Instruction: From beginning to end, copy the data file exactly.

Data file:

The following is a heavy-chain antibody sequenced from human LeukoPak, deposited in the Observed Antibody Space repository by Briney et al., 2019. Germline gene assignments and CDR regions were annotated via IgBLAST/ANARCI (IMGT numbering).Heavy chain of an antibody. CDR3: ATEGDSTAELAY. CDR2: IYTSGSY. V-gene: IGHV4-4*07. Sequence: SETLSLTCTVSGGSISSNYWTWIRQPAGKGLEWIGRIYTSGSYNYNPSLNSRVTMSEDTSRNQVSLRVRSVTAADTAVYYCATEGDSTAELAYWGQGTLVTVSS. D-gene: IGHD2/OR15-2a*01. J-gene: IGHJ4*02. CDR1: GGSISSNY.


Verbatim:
The following is a heavy-chain antibody sequenced from human LeukoPak, deposited in the Observed Antibody Space repository by Briney et al., 2019. Germline gene assignments and CDR regions were annotated via IgBLAST/ANARCI (IMGT numbering).Heavy chain of an antibody. CDR3: ATEGDSTAELAY. CDR2: IYTSGSY. V-gene: IGHV4-4*07. Sequence: SETLSLTCTVSGGSISSNYWTWIRQPAGKGLEWIGRIYTSGSYNYNPSLNSRVTMSEDTSRNQVSLRVRSVTAADTAVYYCATEGDSTAELAYWGQGTLVTVSS. D-gene: IGHD2/OR15-2a*01. J-gene: IGHJ4*02. CDR1: GGSISSNY.